Emotions in Brazil are still running high after widespread social unrest. Against this backdrop, Pope Francis opens World Youth Day in Rio de Janeiro on Monday.
The residents of Rio are worried. The arrival of the pope could exacerbate an already tense situation in a country that has seen weeks of protests against government inaction to combat Brazil's many social ills.
Following violent demonstrations that reached Rio's upscale Leblon neighborhood, Brazil's paramilitary police has said it was rethinking its security strategy.
"Everybody is nervous because Brazil has changed and nobody knows what direction the country is going," explained journalist and Vatican watcher Luiz Paulo Horta to DW. It is quite possible that protesters will highjack World Youth Day for political demonstrations, says Horta, who is also a member of Brazil's respected Academy of Literature and the Culture Commission of the Archdiocese of Rio de Janerio.
Brazil's paramilitary police forces have left no doubt they will respond with a heavy hand, if protests turn violent during the Pope's visit. "During the mass demonstrations in June, everyone complained about the use of teargas, but it helped disperse the demonstrators," Rio's paramilitary police chief, Colonel Erir Ribeiro told journalists.
Protests continue unabated
The protests in Rio, in the meantime, have recently spread throughout the city, even reaching the affluent Rio neighborhoods of Ipanema and Leblon, although the number of protesters has dwindled significantly.
The reasons behind the demonstrations continue to vary widely. Some are angry protests against corruption and police violence, while others focus on the wealth and privileges of the political elite and business leaders.
Residents of the city's largest slum, Rochinha, recently blocked the entrance to a tunnel along a major thoroughfare because police mistakenly arrested a local resident, whom they believed was a drug dealer. Shops were plundered in Leblon and Ipanema and groups of protesters gathered outside the home of Rio's governor, Sergio Cabral.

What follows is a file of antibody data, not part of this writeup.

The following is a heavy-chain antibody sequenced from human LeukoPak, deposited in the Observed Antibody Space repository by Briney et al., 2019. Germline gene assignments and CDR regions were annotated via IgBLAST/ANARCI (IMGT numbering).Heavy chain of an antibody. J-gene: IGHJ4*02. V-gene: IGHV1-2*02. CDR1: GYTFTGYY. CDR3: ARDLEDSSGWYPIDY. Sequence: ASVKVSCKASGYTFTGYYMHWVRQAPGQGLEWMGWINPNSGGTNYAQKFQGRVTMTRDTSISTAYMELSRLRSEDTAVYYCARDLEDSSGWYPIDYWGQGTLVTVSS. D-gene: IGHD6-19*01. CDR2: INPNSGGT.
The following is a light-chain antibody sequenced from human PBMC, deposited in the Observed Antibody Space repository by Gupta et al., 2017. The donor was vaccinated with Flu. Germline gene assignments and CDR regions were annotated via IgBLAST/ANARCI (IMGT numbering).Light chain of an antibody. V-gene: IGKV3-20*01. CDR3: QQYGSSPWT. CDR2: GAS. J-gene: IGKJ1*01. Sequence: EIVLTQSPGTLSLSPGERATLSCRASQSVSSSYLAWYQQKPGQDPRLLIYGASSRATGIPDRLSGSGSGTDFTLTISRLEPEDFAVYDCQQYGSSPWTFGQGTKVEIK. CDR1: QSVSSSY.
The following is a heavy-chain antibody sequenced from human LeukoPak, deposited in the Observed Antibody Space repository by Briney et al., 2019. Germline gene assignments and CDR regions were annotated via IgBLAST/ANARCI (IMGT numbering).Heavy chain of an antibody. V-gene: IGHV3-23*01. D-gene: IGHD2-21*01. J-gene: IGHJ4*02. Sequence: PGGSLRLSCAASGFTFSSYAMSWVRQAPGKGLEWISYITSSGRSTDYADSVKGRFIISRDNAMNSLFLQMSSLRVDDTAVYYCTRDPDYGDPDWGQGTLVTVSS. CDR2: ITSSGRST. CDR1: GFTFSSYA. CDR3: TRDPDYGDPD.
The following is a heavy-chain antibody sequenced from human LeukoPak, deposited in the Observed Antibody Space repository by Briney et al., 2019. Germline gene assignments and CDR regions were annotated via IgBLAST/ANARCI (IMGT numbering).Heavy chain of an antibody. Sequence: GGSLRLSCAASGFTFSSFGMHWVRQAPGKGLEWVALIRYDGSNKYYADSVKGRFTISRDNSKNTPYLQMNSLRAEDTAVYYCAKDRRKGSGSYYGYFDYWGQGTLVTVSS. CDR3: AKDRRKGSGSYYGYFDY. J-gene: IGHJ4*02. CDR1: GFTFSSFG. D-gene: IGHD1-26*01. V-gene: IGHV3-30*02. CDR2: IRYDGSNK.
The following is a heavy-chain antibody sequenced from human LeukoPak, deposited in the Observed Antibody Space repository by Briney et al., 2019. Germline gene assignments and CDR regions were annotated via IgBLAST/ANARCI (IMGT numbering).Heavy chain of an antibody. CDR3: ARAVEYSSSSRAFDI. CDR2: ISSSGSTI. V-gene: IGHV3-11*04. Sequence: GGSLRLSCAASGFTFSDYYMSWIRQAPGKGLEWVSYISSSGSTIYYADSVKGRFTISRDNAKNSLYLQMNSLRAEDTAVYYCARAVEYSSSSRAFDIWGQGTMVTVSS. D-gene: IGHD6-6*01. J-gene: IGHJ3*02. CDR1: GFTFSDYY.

Masked demonstrators set fire to piles of refuse, erected barricades and threw stones at shop windows and banks. Helicopters from Brazilian television hovering overhead captured footage of protesters plundering shops and trashing the main street of the neighborhood.
Anger over cost of pope visit
A protest platform, calling itself "Anonymous Brazil," announced that when Pope Francis arrives on Monday there would be demonstrations "against public funding for World Youth Day, against Governor Sergio Cabral staying in office, against police violence and for the separation of church and state." The group went on to say that it "would not stop until the protests were so unbearable that FIFA is forced to find another venue for the World Cup." Brazil is hosting the 2014 soccer championships.
Since protests began in June, police and the armed forces remained on high alert. In the last two months, the number of soldiers drawn from the Army, Navy and Air Force to provide security for World Youth Day has been increased from 8,500 to 14,300. In addition, thousands of paramilitary and regular police are on duty.
Plans call for some 20,000 security personnel, including firefighters, to be present at the pontiff's closing mass in Guaratiba, a Rio suburb, on July 28. There are strict orders from the Brazilian military that none of the expected one million participants are allowed to wear masks. All backpacks and handbags will be searched and all potentially dangerous objects will be confiscated, the military said.
Concerns for the Pope's safety
"We are a bit concerned about security," admits volunteer helper, Thalia Martins da Costa, who hails from the Brazilian state of Minas Gerais. However, the explosive mixture of protesters, pilgrims and prayer is part of the risk if you want to see the Pope, says the 22-year-old.
Only just a few days ago the Brazilian government was fully convinced that the protests would not be aimed at Francis, or have negative consequences for World Youth Day. The world's youth and the Brazilian people would make sure Francis is safe, said the head of the president's office, Gilberto Carvalho.
In the meantime, however, many residents of Rio are not so sure. "The minister should take the threats seriously, as well as the conflict of interest between the religious and non-religious," Rodolpho Heggendorn Donner wrote in a letter to the editor of the daily O Globo newspaper. In his view, it would be better if Francis didn't ride in his open Popemobile.
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